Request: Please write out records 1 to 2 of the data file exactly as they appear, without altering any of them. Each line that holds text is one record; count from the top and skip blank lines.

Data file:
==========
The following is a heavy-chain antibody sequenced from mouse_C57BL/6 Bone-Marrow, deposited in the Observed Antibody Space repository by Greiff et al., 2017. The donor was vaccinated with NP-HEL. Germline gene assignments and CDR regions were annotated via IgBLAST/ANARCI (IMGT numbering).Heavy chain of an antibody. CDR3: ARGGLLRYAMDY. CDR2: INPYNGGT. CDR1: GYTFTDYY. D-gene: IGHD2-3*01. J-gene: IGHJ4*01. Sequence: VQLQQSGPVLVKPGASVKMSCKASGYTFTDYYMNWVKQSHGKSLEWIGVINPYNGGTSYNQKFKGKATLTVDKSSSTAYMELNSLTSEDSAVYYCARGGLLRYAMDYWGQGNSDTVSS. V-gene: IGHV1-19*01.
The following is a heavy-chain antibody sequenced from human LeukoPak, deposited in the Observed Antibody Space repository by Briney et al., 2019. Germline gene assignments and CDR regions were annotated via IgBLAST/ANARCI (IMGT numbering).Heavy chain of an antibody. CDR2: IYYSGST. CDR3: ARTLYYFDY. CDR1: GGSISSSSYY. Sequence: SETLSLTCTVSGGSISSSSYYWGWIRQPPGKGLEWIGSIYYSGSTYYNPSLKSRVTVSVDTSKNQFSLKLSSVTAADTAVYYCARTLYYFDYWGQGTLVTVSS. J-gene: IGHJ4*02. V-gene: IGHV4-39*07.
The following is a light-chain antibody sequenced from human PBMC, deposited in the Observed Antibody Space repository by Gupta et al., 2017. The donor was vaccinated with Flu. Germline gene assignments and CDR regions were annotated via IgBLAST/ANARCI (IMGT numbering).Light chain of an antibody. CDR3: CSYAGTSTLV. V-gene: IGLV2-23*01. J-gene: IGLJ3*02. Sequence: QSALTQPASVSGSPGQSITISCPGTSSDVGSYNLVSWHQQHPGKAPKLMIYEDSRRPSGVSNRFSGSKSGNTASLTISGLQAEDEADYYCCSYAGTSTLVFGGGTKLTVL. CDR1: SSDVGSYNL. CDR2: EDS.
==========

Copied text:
The following is a heavy-chain antibody sequenced from mouse_C57BL/6 Bone-Marrow, deposited in the Observed Antibody Space repository by Greiff et al., 2017. The donor was vaccinated with NP-HEL. Germline gene assignments and CDR regions were annotated via IgBLAST/ANARCI (IMGT numbering).Heavy chain of an antibody. CDR3: ARGGLLRYAMDY. CDR2: INPYNGGT. CDR1: GYTFTDYY. D-gene: IGHD2-3*01. J-gene: IGHJ4*01. Sequence: VQLQQSGPVLVKPGASVKMSCKASGYTFTDYYMNWVKQSHGKSLEWIGVINPYNGGTSYNQKFKGKATLTVDKSSSTAYMELNSLTSEDSAVYYCARGGLLRYAMDYWGQGNSDTVSS. V-gene: IGHV1-19*01.
The following is a heavy-chain antibody sequenced from human LeukoPak, deposited in the Observed Antibody Space repository by Briney et al., 2019. Germline gene assignments and CDR regions were annotated via IgBLAST/ANARCI (IMGT numbering).Heavy chain of an antibody. CDR2: IYYSGST. CDR3: ARTLYYFDY. CDR1: GGSISSSSYY. Sequence: SETLSLTCTVSGGSISSSSYYWGWIRQPPGKGLEWIGSIYYSGSTYYNPSLKSRVTVSVDTSKNQFSLKLSSVTAADTAVYYCARTLYYFDYWGQGTLVTVSS. J-gene: IGHJ4*02. V-gene: IGHV4-39*07.